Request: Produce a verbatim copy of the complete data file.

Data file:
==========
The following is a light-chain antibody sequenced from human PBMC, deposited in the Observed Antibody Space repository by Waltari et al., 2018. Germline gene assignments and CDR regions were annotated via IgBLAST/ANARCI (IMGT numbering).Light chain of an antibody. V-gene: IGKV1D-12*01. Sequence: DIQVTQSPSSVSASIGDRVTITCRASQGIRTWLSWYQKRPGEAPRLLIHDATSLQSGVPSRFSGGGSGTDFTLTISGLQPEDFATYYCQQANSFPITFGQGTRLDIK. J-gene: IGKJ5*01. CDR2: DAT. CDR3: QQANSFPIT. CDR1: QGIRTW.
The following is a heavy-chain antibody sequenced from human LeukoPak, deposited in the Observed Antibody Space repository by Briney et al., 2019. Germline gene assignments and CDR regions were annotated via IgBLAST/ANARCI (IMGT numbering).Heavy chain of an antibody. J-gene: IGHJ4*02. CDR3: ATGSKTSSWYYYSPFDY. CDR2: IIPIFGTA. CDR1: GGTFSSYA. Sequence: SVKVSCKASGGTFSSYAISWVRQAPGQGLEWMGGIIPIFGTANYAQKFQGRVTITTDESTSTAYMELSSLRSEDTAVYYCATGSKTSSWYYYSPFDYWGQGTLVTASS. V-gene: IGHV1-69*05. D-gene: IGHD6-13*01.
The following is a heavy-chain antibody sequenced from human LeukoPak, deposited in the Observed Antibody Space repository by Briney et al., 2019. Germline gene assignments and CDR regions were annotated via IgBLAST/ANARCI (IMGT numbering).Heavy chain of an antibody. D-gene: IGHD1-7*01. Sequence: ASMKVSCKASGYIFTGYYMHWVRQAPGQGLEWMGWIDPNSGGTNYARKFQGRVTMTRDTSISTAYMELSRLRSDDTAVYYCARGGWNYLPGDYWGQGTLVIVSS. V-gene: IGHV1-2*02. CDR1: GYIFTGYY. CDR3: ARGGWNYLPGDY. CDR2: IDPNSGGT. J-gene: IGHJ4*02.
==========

The following is a light-chain antibody sequenced from human PBMC, deposited in the Observed Antibody Space repository by Waltari et al., 2018. Germline gene assignments and CDR regions were annotated via IgBLAST/ANARCI (IMGT numbering).Light chain of an antibody. V-gene: IGKV1D-12*01. Sequence: DIQVTQSPSSVSASIGDRVTITCRASQGIRTWLSWYQKRPGEAPRLLIHDATSLQSGVPSRFSGGGSGTDFTLTISGLQPEDFATYYCQQANSFPITFGQGTRLDIK. J-gene: IGKJ5*01. CDR2: DAT. CDR3: QQANSFPIT. CDR1: QGIRTW.
The following is a heavy-chain antibody sequenced from human LeukoPak, deposited in the Observed Antibody Space repository by Briney et al., 2019. Germline gene assignments and CDR regions were annotated via IgBLAST/ANARCI (IMGT numbering).Heavy chain of an antibody. J-gene: IGHJ4*02. CDR3: ATGSKTSSWYYYSPFDY. CDR2: IIPIFGTA. CDR1: GGTFSSYA. Sequence: SVKVSCKASGGTFSSYAISWVRQAPGQGLEWMGGIIPIFGTANYAQKFQGRVTITTDESTSTAYMELSSLRSEDTAVYYCATGSKTSSWYYYSPFDYWGQGTLVTASS. V-gene: IGHV1-69*05. D-gene: IGHD6-13*01.
The following is a heavy-chain antibody sequenced from human LeukoPak, deposited in the Observed Antibody Space repository by Briney et al., 2019. Germline gene assignments and CDR regions were annotated via IgBLAST/ANARCI (IMGT numbering).Heavy chain of an antibody. D-gene: IGHD1-7*01. Sequence: ASMKVSCKASGYIFTGYYMHWVRQAPGQGLEWMGWIDPNSGGTNYARKFQGRVTMTRDTSISTAYMELSRLRSDDTAVYYCARGGWNYLPGDYWGQGTLVIVSS. V-gene: IGHV1-2*02. CDR1: GYIFTGYY. CDR3: ARGGWNYLPGDY. CDR2: IDPNSGGT. J-gene: IGHJ4*02.